Large majority agreed that business ecosystems enabled their family business to innovate beyond its individual capabilities

To thrive in today’s dynamic, complex business ecosystems, many family-owned businesses will need to shift their mindset to take a more expansive view of the kinds of business relationships they can use to drive value, according to a new global study from the Deloitte Family Business Centre: Next-generation family businesses: Exploring business ecosystems.

The study showed that while most family-owned businesses view ecosystems as an opportunity for growth, a number of more-insular behaviours persist even among some organisations whose leaders view themselves as more open to collaboration.

Ecosystems offer opportunities for innovation

  • A large majority (89 percent) of the 575 survey respondents from 52 countries worldwide agreed that business ecosystems enabled their organisation to innovate beyond its individual capabilities.
  • Yet when asked about their actual participation in innovation projects, more than half (53 percent) said that they rarely or never partnered with other organisations during the past three years, pointing to a lingering reluctance among at least some family-owned businesses to engage with external parties.
  • Further, 32 percent of the respondents said that their businesses would only work on new services and/or products with organisations with which they already had a long-standing relationship.

Commenting on the report from an Irish perspective, Daniel Murray, Deloitte Private Markets Leader said: “We have observed a lingering reluctance among some Irish businesses to engage with partnership arrangements with other organisations. Nevertheless Irish family businesses appear more willing than their international peers to partner with others on innovation. They are also more amenable to working with organisations with whom they do not have a current relationship.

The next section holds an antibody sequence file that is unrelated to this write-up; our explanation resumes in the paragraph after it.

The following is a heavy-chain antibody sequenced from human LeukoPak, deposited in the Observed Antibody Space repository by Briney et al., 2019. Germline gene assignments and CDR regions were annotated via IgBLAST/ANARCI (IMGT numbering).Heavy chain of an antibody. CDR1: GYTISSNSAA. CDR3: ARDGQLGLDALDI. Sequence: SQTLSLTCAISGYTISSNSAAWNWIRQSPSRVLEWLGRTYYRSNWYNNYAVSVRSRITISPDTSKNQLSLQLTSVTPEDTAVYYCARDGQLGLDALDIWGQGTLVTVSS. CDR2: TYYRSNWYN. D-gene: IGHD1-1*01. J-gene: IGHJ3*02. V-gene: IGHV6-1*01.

“Businesses have always participated in relationships but today the number of participants is larger and the nature of the relationships can vary as digital technology and greater connectivity drive new ways to create value through networking, collaboration, and interdependence. The challenge for family businesses is learning how to participate in this rapidly changing business ecosystem while at the same time preserving their family identity and values.”

Acquisitions to access innovation

  • Acquisitions were the most frequent type of business combination that respondents undertook over the last three years.
  • When asked why they pursued business combinations, 30 percent of respondents cited “access to innovation” as a driver, making it the third-most-frequent reason given for undertaking a business combination.
  • The study also found that family businesses place a high value on owning intellectual property (IP), with 63 percent of respondents saying that owning IP was “very” or “fairly” important to their organisation.

Outward-facing mindset required

  • More than half of the survey respondents believed that they needed to change the approach of their business to collaboration, mergers and acquisitions (M&A), and alliances, either to some extent (53 percent) or substantially (17 percent).

Niall Glynn, Lead Partner for Deloitte Ireland Family Business commented: “Interestingly we know that Irish companies are considering acquisitions primarily as the means to enter new geographical markets. Efficiencies of scale and access to innovation appear to be less of a driver Therefore, there is an opportunity to increase the value that can be derived from this activity.”

“To fully exploit the opportunities presented by modern business ecosystems, next-generation family business leaders should consider adopting a flexible, outward-facing mindset that allows for variation in the types of relationships they pursue. This represents a sea change in attitude that many family business leaders themselves are aware must take place,” he concluded.

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